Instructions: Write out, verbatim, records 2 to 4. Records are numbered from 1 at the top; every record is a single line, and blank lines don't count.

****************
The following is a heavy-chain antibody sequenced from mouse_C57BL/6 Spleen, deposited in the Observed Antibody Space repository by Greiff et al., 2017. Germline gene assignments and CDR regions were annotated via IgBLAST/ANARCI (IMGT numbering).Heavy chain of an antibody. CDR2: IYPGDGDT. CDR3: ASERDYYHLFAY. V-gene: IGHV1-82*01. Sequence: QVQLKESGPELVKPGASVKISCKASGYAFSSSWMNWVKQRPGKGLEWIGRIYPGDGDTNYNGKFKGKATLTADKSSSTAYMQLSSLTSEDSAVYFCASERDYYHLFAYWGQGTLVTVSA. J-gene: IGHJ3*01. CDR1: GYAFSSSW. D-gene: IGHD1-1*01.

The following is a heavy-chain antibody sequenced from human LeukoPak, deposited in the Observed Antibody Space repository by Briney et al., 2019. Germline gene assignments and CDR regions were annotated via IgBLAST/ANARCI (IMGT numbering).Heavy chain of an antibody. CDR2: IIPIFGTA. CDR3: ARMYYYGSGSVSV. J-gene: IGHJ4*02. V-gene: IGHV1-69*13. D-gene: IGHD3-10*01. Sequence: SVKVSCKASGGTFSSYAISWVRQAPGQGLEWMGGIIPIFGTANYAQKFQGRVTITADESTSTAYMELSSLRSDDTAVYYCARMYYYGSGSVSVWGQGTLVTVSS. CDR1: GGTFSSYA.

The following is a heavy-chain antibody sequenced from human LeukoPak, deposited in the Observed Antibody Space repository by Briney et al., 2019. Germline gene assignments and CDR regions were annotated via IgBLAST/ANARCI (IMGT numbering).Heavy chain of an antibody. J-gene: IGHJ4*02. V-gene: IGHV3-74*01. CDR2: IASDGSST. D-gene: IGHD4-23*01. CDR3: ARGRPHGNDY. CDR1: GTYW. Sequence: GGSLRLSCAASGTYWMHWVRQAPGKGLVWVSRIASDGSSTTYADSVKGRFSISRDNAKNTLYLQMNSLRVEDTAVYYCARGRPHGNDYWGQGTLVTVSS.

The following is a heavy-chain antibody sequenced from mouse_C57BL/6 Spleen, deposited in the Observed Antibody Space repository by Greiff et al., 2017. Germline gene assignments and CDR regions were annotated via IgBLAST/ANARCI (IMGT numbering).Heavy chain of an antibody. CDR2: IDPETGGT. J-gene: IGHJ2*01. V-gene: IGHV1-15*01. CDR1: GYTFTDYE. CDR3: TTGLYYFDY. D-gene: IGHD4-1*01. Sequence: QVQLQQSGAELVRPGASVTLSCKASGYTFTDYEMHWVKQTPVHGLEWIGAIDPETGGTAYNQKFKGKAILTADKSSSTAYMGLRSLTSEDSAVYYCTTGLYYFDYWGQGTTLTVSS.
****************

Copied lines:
The following is a heavy-chain antibody sequenced from human LeukoPak, deposited in the Observed Antibody Space repository by Briney et al., 2019. Germline gene assignments and CDR regions were annotated via IgBLAST/ANARCI (IMGT numbering).Heavy chain of an antibody. CDR2: IIPIFGTA. CDR3: ARMYYYGSGSVSV. J-gene: IGHJ4*02. V-gene: IGHV1-69*13. D-gene: IGHD3-10*01. Sequence: SVKVSCKASGGTFSSYAISWVRQAPGQGLEWMGGIIPIFGTANYAQKFQGRVTITADESTSTAYMELSSLRSDDTAVYYCARMYYYGSGSVSVWGQGTLVTVSS. CDR1: GGTFSSYA.

The following is a heavy-chain antibody sequenced from human LeukoPak, deposited in the Observed Antibody Space repository by Briney et al., 2019. Germline gene assignments and CDR regions were annotated via IgBLAST/ANARCI (IMGT numbering).Heavy chain of an antibody. J-gene: IGHJ4*02. V-gene: IGHV3-74*01. CDR2: IASDGSST. D-gene: IGHD4-23*01. CDR3: ARGRPHGNDY. CDR1: GTYW. Sequence: GGSLRLSCAASGTYWMHWVRQAPGKGLVWVSRIASDGSSTTYADSVKGRFSISRDNAKNTLYLQMNSLRVEDTAVYYCARGRPHGNDYWGQGTLVTVSS.

The following is a heavy-chain antibody sequenced from mouse_C57BL/6 Spleen, deposited in the Observed Antibody Space repository by Greiff et al., 2017. Germline gene assignments and CDR regions were annotated via IgBLAST/ANARCI (IMGT numbering).Heavy chain of an antibody. CDR2: IDPETGGT. J-gene: IGHJ2*01. V-gene: IGHV1-15*01. CDR1: GYTFTDYE. CDR3: TTGLYYFDY. D-gene: IGHD4-1*01. Sequence: QVQLQQSGAELVRPGASVTLSCKASGYTFTDYEMHWVKQTPVHGLEWIGAIDPETGGTAYNQKFKGKAILTADKSSSTAYMGLRSLTSEDSAVYYCTTGLYYFDYWGQGTTLTVSS.